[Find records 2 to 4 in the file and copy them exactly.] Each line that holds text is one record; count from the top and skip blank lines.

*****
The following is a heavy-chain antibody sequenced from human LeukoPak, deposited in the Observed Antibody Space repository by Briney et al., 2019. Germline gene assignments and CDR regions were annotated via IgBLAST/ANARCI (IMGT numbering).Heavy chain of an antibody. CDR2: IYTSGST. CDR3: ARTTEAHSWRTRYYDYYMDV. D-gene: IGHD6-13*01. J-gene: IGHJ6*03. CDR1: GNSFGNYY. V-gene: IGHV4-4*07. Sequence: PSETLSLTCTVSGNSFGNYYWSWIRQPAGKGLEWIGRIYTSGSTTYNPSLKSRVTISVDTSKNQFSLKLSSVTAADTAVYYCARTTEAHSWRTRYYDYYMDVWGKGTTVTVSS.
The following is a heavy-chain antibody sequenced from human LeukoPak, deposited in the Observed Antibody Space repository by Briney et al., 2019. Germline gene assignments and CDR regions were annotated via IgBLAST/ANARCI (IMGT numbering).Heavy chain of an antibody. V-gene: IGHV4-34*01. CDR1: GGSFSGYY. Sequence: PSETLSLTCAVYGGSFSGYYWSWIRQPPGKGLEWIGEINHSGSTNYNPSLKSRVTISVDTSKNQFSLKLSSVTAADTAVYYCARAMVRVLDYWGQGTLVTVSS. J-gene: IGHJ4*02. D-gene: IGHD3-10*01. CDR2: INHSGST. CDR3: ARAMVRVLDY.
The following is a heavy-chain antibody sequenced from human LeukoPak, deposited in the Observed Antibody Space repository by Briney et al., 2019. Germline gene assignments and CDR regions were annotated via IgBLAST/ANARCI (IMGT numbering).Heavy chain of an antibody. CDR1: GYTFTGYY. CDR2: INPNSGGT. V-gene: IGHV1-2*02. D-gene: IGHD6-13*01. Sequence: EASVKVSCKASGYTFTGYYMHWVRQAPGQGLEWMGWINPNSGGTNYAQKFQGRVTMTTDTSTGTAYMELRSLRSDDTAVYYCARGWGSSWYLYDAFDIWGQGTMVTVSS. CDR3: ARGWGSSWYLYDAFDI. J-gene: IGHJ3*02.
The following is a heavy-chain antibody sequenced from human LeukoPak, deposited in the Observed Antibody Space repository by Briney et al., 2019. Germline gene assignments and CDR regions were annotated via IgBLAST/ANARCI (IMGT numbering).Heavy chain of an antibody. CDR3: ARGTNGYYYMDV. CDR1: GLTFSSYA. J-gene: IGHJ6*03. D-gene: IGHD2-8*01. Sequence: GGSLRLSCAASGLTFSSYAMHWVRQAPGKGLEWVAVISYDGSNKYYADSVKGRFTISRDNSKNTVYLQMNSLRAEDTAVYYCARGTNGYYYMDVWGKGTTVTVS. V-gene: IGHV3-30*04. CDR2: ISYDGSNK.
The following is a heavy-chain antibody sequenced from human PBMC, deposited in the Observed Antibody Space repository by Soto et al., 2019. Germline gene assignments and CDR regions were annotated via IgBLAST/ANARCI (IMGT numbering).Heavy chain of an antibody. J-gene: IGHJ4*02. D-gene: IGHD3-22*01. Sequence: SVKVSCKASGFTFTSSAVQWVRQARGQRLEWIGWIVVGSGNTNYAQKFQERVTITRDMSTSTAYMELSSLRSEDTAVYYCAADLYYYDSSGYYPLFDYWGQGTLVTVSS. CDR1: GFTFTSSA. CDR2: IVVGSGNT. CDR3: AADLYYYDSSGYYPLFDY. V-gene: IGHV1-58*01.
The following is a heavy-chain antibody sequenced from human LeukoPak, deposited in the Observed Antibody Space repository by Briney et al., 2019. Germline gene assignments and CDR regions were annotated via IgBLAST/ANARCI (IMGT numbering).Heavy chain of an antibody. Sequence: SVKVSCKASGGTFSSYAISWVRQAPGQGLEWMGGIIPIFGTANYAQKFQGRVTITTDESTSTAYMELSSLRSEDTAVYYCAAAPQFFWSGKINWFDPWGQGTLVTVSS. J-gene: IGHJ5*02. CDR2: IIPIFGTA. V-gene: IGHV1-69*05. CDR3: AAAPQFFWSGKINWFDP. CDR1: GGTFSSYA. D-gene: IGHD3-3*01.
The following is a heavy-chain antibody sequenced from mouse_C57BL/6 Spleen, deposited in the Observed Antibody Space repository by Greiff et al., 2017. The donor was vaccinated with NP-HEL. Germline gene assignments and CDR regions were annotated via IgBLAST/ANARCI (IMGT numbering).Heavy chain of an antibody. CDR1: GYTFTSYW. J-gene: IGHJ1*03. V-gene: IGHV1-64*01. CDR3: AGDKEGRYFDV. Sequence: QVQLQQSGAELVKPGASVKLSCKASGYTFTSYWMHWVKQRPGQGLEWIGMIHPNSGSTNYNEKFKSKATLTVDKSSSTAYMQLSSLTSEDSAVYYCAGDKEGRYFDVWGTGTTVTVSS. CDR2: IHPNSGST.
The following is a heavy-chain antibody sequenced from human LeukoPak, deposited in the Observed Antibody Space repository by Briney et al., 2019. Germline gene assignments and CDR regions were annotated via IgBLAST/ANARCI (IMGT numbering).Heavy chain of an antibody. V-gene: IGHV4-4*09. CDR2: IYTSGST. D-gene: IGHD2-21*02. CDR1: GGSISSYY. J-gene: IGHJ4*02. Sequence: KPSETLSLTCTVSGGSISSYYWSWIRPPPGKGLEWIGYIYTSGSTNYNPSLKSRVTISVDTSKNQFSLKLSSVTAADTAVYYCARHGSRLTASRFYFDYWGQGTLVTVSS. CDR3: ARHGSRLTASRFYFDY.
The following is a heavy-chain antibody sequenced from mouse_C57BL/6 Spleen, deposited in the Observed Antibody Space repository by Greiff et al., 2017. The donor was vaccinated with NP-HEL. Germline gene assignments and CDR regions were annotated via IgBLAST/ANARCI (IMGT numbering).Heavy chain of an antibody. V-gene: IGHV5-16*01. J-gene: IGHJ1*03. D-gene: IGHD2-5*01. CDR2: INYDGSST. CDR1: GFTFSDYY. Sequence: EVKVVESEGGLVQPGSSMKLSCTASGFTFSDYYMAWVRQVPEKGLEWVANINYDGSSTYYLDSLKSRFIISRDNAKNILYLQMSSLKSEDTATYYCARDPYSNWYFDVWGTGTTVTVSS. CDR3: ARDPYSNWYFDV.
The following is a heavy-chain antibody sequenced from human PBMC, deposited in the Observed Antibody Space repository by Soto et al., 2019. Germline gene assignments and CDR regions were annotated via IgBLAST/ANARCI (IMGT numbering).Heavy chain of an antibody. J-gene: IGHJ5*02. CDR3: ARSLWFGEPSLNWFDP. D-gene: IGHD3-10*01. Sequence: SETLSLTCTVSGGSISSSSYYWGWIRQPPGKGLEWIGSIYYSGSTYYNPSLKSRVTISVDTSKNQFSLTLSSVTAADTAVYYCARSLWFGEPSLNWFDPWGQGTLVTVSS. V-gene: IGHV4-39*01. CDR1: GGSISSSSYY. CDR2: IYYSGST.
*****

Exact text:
The following is a heavy-chain antibody sequenced from human LeukoPak, deposited in the Observed Antibody Space repository by Briney et al., 2019. Germline gene assignments and CDR regions were annotated via IgBLAST/ANARCI (IMGT numbering).Heavy chain of an antibody. V-gene: IGHV4-34*01. CDR1: GGSFSGYY. Sequence: PSETLSLTCAVYGGSFSGYYWSWIRQPPGKGLEWIGEINHSGSTNYNPSLKSRVTISVDTSKNQFSLKLSSVTAADTAVYYCARAMVRVLDYWGQGTLVTVSS. J-gene: IGHJ4*02. D-gene: IGHD3-10*01. CDR2: INHSGST. CDR3: ARAMVRVLDY.
The following is a heavy-chain antibody sequenced from human LeukoPak, deposited in the Observed Antibody Space repository by Briney et al., 2019. Germline gene assignments and CDR regions were annotated via IgBLAST/ANARCI (IMGT numbering).Heavy chain of an antibody. CDR1: GYTFTGYY. CDR2: INPNSGGT. V-gene: IGHV1-2*02. D-gene: IGHD6-13*01. Sequence: EASVKVSCKASGYTFTGYYMHWVRQAPGQGLEWMGWINPNSGGTNYAQKFQGRVTMTTDTSTGTAYMELRSLRSDDTAVYYCARGWGSSWYLYDAFDIWGQGTMVTVSS. CDR3: ARGWGSSWYLYDAFDI. J-gene: IGHJ3*02.
The following is a heavy-chain antibody sequenced from human LeukoPak, deposited in the Observed Antibody Space repository by Briney et al., 2019. Germline gene assignments and CDR regions were annotated via IgBLAST/ANARCI (IMGT numbering).Heavy chain of an antibody. CDR3: ARGTNGYYYMDV. CDR1: GLTFSSYA. J-gene: IGHJ6*03. D-gene: IGHD2-8*01. Sequence: GGSLRLSCAASGLTFSSYAMHWVRQAPGKGLEWVAVISYDGSNKYYADSVKGRFTISRDNSKNTVYLQMNSLRAEDTAVYYCARGTNGYYYMDVWGKGTTVTVS. V-gene: IGHV3-30*04. CDR2: ISYDGSNK.